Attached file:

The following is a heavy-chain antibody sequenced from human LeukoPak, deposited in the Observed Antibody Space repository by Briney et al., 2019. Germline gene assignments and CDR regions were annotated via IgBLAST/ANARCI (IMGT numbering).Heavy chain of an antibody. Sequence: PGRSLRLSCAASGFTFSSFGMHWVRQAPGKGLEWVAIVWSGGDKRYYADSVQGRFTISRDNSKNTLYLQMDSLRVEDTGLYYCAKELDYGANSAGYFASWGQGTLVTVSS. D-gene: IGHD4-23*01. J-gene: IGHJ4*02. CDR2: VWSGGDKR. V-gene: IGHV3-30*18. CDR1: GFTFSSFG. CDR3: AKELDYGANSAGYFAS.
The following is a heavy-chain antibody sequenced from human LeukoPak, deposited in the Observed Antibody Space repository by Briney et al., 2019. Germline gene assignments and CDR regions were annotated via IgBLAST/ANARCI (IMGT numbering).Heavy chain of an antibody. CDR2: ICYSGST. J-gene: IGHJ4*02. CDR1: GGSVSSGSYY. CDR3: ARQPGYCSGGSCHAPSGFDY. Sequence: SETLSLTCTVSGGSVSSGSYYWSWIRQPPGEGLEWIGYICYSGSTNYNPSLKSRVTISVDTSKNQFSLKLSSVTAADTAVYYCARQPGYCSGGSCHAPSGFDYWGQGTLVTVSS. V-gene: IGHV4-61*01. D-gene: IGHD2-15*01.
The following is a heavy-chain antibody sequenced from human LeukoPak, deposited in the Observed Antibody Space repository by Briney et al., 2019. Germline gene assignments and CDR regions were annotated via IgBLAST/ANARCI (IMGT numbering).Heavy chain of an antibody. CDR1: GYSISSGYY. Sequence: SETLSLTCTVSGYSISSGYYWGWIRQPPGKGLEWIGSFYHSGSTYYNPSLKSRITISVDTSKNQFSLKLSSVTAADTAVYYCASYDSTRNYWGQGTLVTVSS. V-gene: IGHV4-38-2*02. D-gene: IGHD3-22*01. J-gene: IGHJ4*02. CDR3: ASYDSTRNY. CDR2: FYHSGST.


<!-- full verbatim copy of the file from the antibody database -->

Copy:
The following is a heavy-chain antibody sequenced from human LeukoPak, deposited in the Observed Antibody Space repository by Briney et al., 2019. Germline gene assignments and CDR regions were annotated via IgBLAST/ANARCI (IMGT numbering).Heavy chain of an antibody. Sequence: PGRSLRLSCAASGFTFSSFGMHWVRQAPGKGLEWVAIVWSGGDKRYYADSVQGRFTISRDNSKNTLYLQMDSLRVEDTGLYYCAKELDYGANSAGYFASWGQGTLVTVSS. D-gene: IGHD4-23*01. J-gene: IGHJ4*02. CDR2: VWSGGDKR. V-gene: IGHV3-30*18. CDR1: GFTFSSFG. CDR3: AKELDYGANSAGYFAS.
The following is a heavy-chain antibody sequenced from human LeukoPak, deposited in the Observed Antibody Space repository by Briney et al., 2019. Germline gene assignments and CDR regions were annotated via IgBLAST/ANARCI (IMGT numbering).Heavy chain of an antibody. CDR2: ICYSGST. J-gene: IGHJ4*02. CDR1: GGSVSSGSYY. CDR3: ARQPGYCSGGSCHAPSGFDY. Sequence: SETLSLTCTVSGGSVSSGSYYWSWIRQPPGEGLEWIGYICYSGSTNYNPSLKSRVTISVDTSKNQFSLKLSSVTAADTAVYYCARQPGYCSGGSCHAPSGFDYWGQGTLVTVSS. V-gene: IGHV4-61*01. D-gene: IGHD2-15*01.
The following is a heavy-chain antibody sequenced from human LeukoPak, deposited in the Observed Antibody Space repository by Briney et al., 2019. Germline gene assignments and CDR regions were annotated via IgBLAST/ANARCI (IMGT numbering).Heavy chain of an antibody. CDR1: GYSISSGYY. Sequence: SETLSLTCTVSGYSISSGYYWGWIRQPPGKGLEWIGSFYHSGSTYYNPSLKSRITISVDTSKNQFSLKLSSVTAADTAVYYCASYDSTRNYWGQGTLVTVSS. V-gene: IGHV4-38-2*02. D-gene: IGHD3-22*01. J-gene: IGHJ4*02. CDR3: ASYDSTRNY. CDR2: FYHSGST.